the most unthinkable of places. From this perspective, I suppose the whole novel
is a statement that all will be well, and all manner of things will be well,
regardless of what may happen. It should be noted that the last line of the book
is given to those that were taken away.
Much of the novel's plot revolves around misjudgements and false appearances.
Why have you made these such prominent features of your book?
In a sense this was not a decisionit emerged in the writing. But since the
novel, in part, explores the importance of forgiveness, I did want to stress the
consequences of apparently justified condemnation. Throughout the narrative
everybody has good reasons for the erroneous judgments they make. But
assumptions are allowed too much root room. As a result everyone suffers. Father
Chambray even leaves his Priory. The role of the Church seems deceptive, but
another complexion emerges when all the facts are known. The irony, however, is
that where right judgement was possible, the opportunity was defeated by a
failure to see the evidence for what it was. As Salomon Lachaise bitterly
observes, Schwermann was exactly what he appeared to be.
What, in your view, is the moral value of getting history right? Are we in
danger of forgetting the Holocaust now that those who experienced it will soon
I think it was Santayana who said that unless we remember the past we are
condemned to repeat it. Hence it is a matter of duty. But history is also about
honouring and preserving memory and that, too, is a moral imperative. These twin
obligations are never exhausted, for 'getting it 'right' is a matter of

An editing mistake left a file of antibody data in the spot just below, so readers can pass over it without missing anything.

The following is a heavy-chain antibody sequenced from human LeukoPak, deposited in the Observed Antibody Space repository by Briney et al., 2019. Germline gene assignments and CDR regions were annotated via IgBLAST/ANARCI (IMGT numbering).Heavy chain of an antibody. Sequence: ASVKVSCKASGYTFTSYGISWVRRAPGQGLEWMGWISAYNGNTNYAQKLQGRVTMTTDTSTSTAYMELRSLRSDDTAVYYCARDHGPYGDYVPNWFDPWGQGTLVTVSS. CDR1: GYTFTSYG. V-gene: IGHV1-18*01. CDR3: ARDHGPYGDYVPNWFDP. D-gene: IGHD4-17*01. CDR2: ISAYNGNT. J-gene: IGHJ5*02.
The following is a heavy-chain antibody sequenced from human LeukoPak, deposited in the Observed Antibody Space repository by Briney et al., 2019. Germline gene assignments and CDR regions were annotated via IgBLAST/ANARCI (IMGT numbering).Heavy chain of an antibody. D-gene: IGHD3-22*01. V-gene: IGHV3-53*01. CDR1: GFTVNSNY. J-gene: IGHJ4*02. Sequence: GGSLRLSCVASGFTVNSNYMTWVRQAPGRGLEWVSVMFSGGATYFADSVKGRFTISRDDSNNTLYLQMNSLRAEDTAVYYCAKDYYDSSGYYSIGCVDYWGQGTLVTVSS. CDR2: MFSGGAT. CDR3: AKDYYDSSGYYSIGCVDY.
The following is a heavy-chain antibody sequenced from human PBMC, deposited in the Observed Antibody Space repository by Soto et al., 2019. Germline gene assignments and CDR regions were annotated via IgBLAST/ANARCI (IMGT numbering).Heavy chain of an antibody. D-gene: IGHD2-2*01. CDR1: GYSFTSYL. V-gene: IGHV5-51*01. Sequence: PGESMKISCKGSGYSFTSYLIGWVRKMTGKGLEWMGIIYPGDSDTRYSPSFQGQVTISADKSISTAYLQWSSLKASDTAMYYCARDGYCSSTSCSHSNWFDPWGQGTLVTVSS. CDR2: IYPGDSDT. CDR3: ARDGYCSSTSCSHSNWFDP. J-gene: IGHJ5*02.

constantly refining our understanding. This is one of the reasons why the book
is so concerned with words and the fragility of language: in the end that is all
that we will have; the witnesses, of necessity, pass on. Thus, I believe the
Holocaust will be remembered, if only because of the reverence, quality and
commitment of modern scholarship. If there is a danger, it lies perhaps in a
complacency to which we are all prone: that species of wilful ignorance whereby
knowledge of detail is left to professionals. This can blind us to the
implications of circumstances that should stand out as a warning. Then the
informed individual becomes the prophet shouting from a sideline. And it is
frequently the lot of prophets to be at least misunderstood if not rejected.
What are you working on now? Do you have an idea for your next book? Will we
see Father Anselm again?
My next book involves Father Anselm revisiting a trial that was the
foundation of his reputation. Or, rather, the trial revisits him. A lawyer
involved in the case dies leaving a key to a safety deposit box. Its contents
demonstrate that Anselm has been the unwitting agent of a moral catastrophe.
Here, I suspect, is what Graham Greene called 'the pattern in the carpet'the
recurring preoccupations of an author that define his or her workfor once more
I find myself writing about appearances, the potency of the past and the awful
paradox of culpability without blame.
What writers have been most important to your own work?
I can't point to any conscious influences. Intuitively, I suspect I'm
indebted somehow to Richard Powers. The writer who has most influenced me (as
opposed to my work) is probably Thomas Merton. That said, Aristotle, Aquinas,
Tolstoy, Dostoyevsky, Dickens, Moltmann, Rahner, Sobrino and a host of others
have all marked my thinking. As for technique, I bore in mind Bertrand Russell's
short and invaluable essay 'How to write', which contains some wonderful maxims
for expository prose. I also plundered the letters of C S Lewis who was
frequently asked by young people for advice on the craft of writing. The
replies, often a half page in length, are gold dust.